Back To Being Interesting
I talked about a lot of boring optimization stuff yesterday, exploring various ideas which, while they will eventually will end up improving performance, didn’t yield immediate results.
Here’s a flamegraph of the starting point. Since yesterday’s progress of improving the descriptor cache a bit and adding context-based descriptor states to reduce hashing, I’ve now implemented an object to hold the
VkDescriptorPool, enabling the pools themselves to be shared across programs for reuse, which deduplicates a considerable amount of memory. The first scene of the heaven benchmark creates a whopping 91
zink_gfx_program structs, each of which previously had their own UBO descriptor pool and sampler descriptor pool for 182 descriptor pools in total, each with 5000 descriptors in it. With this mechanism, that’s cut down to 9 descriptor pools in total which are shared across all the programs. Without even changing that maximum descriptor limit, I’m already up by another frame to 28fps, even if the flamegraph doesn’t look too different.
I took a quick detour next over to the pipeline cache (that large-ish block directly to the right of
update_descriptors in the flamegraph), which stores all the VkPipeline objects that get created during startup. Pipeline creation is extremely costly, so it’s crucial that it be avoided during runtime. Happily, the current caching infrastructure in zink is sufficient to meet that standard, and there are no pipelines created while the scene is playing out.
But I thought to myself: what about VkPipelineCache for startup time improvement while I’m here?
I had high hopes for this, and it was quick and easy to add in, but ultimately even with the cache implemented and working, I saw no benefit in any part of the benchmark.
The hierarchy of the previously-expensive pipeline hash usage has completely collapsed now, and it’s basically nonexistent. This was achieved through a series of five patches which:
- moved the tessellation levels for TCS output out of the pipeline state since these have no relation and I don’t know why I put them there to begin with
- used the bitmasks for vertex divisors and buffers to much more selectively hash the large (32) VkVertexInputBindingDivisorDescriptionEXT and VkVertexInputBindingDescription arrays in the pipeline state instead of always hashing the full array
- also only hashed the vertex buffer state if we don’t have VK_EXT_extended_dynamic_state support, which lets that be removed from the pipeline creation altogether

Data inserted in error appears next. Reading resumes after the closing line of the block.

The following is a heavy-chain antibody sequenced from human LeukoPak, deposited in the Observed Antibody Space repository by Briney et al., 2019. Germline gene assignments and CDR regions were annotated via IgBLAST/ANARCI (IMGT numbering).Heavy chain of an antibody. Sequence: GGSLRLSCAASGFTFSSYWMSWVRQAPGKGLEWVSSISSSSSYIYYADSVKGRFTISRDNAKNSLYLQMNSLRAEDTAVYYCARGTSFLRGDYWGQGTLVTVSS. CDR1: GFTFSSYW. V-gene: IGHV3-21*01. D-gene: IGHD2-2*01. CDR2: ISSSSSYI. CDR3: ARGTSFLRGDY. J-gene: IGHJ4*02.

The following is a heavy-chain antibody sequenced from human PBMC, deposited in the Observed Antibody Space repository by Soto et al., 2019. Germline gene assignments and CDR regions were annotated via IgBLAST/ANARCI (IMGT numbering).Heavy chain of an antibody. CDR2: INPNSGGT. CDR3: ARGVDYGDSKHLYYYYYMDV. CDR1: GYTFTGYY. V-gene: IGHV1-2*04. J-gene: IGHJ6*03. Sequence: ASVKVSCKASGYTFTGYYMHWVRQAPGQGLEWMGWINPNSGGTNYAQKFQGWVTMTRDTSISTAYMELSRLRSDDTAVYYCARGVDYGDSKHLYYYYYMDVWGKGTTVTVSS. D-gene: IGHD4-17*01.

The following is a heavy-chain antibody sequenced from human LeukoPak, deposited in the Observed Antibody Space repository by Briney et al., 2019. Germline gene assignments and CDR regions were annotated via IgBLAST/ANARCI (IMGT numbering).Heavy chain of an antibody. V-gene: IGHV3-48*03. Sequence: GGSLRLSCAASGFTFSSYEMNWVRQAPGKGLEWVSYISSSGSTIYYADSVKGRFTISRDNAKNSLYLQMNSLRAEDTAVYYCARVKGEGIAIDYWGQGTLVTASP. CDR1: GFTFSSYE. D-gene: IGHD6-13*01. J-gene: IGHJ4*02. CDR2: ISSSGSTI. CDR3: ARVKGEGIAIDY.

- for debug builds, which are the only builds I run, I changed the pipeline hash tables over to use the pre-hashed values directly since mesa has a pesky
assert()that rehashes on every lookup, so this more accurately reflects release build performance
And I’m now up to a solid 29fps.
I left off yesterday with a list of targets to hit in this function, from left to right in the most recent flamegraph:
- add_transition(), which is a function for accumulating and merging memory barriers for resources using a hash table
- bind_descriptors(), which calls vkUpdateDescriptorSets and vkCmdBindDescriptorSets
- handle_image_descriptor(), which is a helper for setting up sampler/image descriptors
Looking higher up the chain for the
add_transition() usage, it turns out that a huge chunk of this was actually the hash table rehashing itself every time it resized when new members were added (mesa hash tables start out with a very small maximum number of entries and then increase by a power of 2 every time). Since I always know ahead of time the maximum number of entries I’ll have in a given descriptor set, I put up a MR to let me pre-size the table, preventing any of this nonsense from taking up CPU time. The results were good:
add_transition hierarchy collapsed a bit, but there’s more to come. I immediately became distracted when I came to the realization that I’d actually misplaced a frame at some point and set to hunting it down.
Anyone who said to themselves “you’re binding your descriptors before you’re emitting your pipeline barriers, thus starting and stopping your render passes repeatedly during each draw” as the answer to yesterday’s question about what I broke during refactoring was totally right, so bonus points to everyone out there who nailed it. This can actually be seen in the flamegraph as the tall stack above
update_ubo_descriptors(), which is the block to the right of
Now the stack is a little to the right where it belongs, and I was now just barely touching 30fps, which is up about 10% from the start of today’s post.
Stay tuned next week, when I pull another 10% performance out of my magic hat and also fix RADV corruption.